Blended into a smoothie

Not up for the crunch? Adding cricket powder to a smoothie is another idea and could be a great option for those morning protein shake lovers. Large food brands like Presidents Choice sell 100 per cent cricket powder that can be used to make recipes like this strawberry banana cricket powder smoothie. Smoothies are also an easy way to introduce crickets to your diet for those who are still a little uneasy about the idea. 

Whole roasted

One of the easiest ways to eat crickets is to just enjoy them whole roasted. Entomo Farms says that these crickets have a similar taste to sunflower seeds: light, airy and crunchy. 100 per cent farmed in Canada, this healthy snack is also dairy-free, wheat-free, gluten-free, and paleo-friendly. 

Several companies sell protein bars made with cricket. (Photo: Naak)
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In a chip

Fortified with cricket protein, these protein chips by Chirps are the world’s first cricket chip. With 20 per cent of your recommended daily value of B12, Chirps sells their chips in flavour like cheddar, barbeque, and siracha. A great snack for any summer BBQ. 

Dining out

Next date-night, why not try something a little different? Restaurants like El Catrin Destileria in Toronto’s Distillery District offer the option of adding roasted crickets to an order of guacamole. Interested in cricket empanadas? Cookie Martinez is another restaurant in Toronto that serves up several insect-based dishes. They also serve oyster mushroom and cricket druxelles and cricket kebabs. 

As a dessert

For those with a sweet tooth, try chocolate-covered crickets. With just three ingredients, this recipe is a quick and easy way to make a unique and tasty snack. It can even be a great way to add some more protein to an evening dessert. 

In pancakes

Naturally gluten-free, cricket flour is a great substitute for all-purpose flour when it comes to making things like pancakes. Try this pancake recipe to add a little twist to a Sunday morning breakfast. Don’t forget the maple syrup! 

Made into banana bread

Noted for having a nutty taste, including cricket powder in baked goods can be a great way to add flavour and protein to your everyday recipes. This banana bread recipe, by Exo, includes all of your typical banana bread ingredients but incorporates their pure cricket powder as a flavour booster.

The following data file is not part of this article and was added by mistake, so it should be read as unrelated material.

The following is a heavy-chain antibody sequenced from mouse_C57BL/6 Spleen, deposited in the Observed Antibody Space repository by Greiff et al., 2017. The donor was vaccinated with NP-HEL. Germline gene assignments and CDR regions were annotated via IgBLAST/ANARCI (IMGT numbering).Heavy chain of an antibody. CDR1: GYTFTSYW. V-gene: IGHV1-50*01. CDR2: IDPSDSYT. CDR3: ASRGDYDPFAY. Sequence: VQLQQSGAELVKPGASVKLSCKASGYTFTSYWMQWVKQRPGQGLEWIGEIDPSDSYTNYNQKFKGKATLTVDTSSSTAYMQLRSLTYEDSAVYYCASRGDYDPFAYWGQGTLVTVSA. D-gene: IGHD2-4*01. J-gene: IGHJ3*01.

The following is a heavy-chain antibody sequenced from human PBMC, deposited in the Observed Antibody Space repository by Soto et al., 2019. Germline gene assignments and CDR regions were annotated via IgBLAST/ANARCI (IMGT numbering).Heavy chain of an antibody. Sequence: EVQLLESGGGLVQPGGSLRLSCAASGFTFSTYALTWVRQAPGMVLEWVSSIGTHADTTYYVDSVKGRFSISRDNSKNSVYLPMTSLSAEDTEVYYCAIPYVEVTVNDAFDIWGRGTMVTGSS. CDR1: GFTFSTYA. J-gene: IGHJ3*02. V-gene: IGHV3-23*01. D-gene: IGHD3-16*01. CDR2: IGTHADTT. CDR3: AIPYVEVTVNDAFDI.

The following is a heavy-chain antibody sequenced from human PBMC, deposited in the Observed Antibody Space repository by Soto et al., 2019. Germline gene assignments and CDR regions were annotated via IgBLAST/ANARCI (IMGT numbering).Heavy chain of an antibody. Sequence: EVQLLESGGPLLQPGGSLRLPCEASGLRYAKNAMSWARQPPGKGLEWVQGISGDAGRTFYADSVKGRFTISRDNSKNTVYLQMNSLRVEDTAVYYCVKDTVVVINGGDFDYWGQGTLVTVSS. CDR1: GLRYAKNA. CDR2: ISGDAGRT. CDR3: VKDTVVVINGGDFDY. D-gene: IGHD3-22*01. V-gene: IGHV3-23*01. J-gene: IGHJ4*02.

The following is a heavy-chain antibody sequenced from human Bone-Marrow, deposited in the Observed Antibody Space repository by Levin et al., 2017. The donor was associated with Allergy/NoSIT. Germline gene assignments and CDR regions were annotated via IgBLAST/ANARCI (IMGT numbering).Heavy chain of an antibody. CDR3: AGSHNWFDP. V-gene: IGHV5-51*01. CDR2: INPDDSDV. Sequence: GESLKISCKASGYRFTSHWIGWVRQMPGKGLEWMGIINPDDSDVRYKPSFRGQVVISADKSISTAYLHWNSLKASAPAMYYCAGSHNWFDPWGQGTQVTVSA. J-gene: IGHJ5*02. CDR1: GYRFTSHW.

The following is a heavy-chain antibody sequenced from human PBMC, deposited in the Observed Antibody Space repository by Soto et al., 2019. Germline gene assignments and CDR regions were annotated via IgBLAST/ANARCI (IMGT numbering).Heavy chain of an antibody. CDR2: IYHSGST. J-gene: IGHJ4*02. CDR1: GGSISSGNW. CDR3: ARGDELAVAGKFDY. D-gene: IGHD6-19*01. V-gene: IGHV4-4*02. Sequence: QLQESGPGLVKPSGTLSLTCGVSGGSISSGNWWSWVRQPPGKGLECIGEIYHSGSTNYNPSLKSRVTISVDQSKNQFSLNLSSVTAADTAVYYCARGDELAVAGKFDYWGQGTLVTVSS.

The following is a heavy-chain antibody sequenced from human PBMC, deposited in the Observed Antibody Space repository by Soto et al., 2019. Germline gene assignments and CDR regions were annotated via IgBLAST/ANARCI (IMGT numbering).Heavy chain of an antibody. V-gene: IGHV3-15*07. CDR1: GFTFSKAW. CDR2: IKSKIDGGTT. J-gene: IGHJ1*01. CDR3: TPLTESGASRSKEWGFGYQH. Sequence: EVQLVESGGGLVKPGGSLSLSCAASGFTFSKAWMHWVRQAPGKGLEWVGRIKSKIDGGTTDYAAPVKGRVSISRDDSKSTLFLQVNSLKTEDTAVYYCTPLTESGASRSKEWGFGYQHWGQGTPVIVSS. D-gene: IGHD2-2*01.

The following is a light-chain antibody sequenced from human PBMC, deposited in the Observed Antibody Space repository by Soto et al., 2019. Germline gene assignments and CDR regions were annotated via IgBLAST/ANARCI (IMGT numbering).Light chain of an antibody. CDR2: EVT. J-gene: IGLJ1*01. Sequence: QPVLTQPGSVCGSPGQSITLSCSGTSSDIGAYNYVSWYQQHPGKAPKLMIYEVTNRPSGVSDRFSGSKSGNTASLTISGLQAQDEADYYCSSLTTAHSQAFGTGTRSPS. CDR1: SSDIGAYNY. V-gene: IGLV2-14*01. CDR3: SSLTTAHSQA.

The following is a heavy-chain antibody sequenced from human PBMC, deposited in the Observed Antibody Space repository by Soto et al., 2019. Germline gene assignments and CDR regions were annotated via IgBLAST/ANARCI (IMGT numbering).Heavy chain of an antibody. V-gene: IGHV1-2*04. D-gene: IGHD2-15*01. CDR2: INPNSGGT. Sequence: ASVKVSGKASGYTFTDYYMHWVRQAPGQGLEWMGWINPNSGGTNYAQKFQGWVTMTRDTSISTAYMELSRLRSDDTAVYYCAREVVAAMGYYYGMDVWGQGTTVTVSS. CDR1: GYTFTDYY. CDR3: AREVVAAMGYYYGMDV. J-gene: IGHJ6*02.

Cricket empanadas, guacamole and kebabs are all on menus in Toronto, Ont. (Photo: Cookie Martinez)
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In a chili

For those cold Canadian winters, try this protein-packed black bean cricket chili. This recipe by Entomo Farms is made with their cricket protein powder, which has 13 grams of protein per serving. Made of almost 70 per cent protein, more calcium than milk and more iron than spinach, Entomo Farms says that this cricket powder has almost 20 times more B12 than beef. The chili even freezes well!

In a taco

Crickets as a protein filling for tacos is a unique way to add some flair to you taco Tuesday. Try this recipe for cricket tacos to add some flair to the next time you have this popular dish. Using dry, roasted crickets, all you need to do is add them to your pan until they are just warm, then add whatever taco toppings you desire.

With so many different ways to consume crickets and their increasing availability on grocery store shelves, it is easy to give them a try. Who knows? Maybe cricket will be your new secret ingredient. 

“Consider being more adventurous and trying something that is yummy, delicious, and very good for you and the planet,” says Goldin. 

“We all know exercise is good for us. Some people do it, some people don’t. But the science is pretty clear on exercise, so I look at food in a similar way. If it can help me get further in life in a sustainable kind of way then I will consider it, and if it’s yummy then that’s a bonus. And in this case, it’s totally yummy.”